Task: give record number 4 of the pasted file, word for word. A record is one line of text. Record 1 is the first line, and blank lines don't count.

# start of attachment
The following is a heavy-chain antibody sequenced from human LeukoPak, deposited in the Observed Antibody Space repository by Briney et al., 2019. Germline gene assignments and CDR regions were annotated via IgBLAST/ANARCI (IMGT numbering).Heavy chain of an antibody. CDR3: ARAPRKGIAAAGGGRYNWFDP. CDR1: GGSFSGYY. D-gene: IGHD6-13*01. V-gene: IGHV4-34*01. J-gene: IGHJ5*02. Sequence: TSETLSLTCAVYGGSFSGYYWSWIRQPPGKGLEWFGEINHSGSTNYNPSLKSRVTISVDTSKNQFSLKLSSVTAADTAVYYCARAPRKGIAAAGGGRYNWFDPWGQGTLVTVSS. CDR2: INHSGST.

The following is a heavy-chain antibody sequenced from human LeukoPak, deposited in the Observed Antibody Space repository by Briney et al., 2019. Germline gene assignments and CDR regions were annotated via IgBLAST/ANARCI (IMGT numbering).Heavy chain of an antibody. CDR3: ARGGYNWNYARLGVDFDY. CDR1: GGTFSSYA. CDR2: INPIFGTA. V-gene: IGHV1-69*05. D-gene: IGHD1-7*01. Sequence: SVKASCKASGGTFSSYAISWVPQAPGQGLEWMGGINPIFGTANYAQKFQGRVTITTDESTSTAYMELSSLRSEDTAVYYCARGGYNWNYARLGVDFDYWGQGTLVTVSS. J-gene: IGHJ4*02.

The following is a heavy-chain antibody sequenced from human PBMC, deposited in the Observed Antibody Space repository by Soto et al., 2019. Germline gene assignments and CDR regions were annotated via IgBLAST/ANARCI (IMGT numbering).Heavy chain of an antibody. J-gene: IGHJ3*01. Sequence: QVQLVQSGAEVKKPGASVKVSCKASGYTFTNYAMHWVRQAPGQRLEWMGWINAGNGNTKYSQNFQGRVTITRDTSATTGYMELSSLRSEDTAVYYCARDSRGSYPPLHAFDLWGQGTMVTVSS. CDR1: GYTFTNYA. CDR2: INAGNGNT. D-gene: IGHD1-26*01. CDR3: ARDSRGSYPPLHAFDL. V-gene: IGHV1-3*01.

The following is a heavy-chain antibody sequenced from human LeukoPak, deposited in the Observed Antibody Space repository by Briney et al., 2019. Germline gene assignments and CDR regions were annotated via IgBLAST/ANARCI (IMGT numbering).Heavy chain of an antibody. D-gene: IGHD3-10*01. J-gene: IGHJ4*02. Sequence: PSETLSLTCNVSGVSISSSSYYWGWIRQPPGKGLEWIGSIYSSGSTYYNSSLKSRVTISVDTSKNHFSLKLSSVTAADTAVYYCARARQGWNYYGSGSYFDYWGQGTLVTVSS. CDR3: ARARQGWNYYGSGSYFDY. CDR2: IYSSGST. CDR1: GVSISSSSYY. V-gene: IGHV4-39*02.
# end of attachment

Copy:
The following is a heavy-chain antibody sequenced from human LeukoPak, deposited in the Observed Antibody Space repository by Briney et al., 2019. Germline gene assignments and CDR regions were annotated via IgBLAST/ANARCI (IMGT numbering).Heavy chain of an antibody. D-gene: IGHD3-10*01. J-gene: IGHJ4*02. Sequence: PSETLSLTCNVSGVSISSSSYYWGWIRQPPGKGLEWIGSIYSSGSTYYNSSLKSRVTISVDTSKNHFSLKLSSVTAADTAVYYCARARQGWNYYGSGSYFDYWGQGTLVTVSS. CDR3: ARARQGWNYYGSGSYFDY. CDR2: IYSSGST. CDR1: GVSISSSSYY. V-gene: IGHV4-39*02.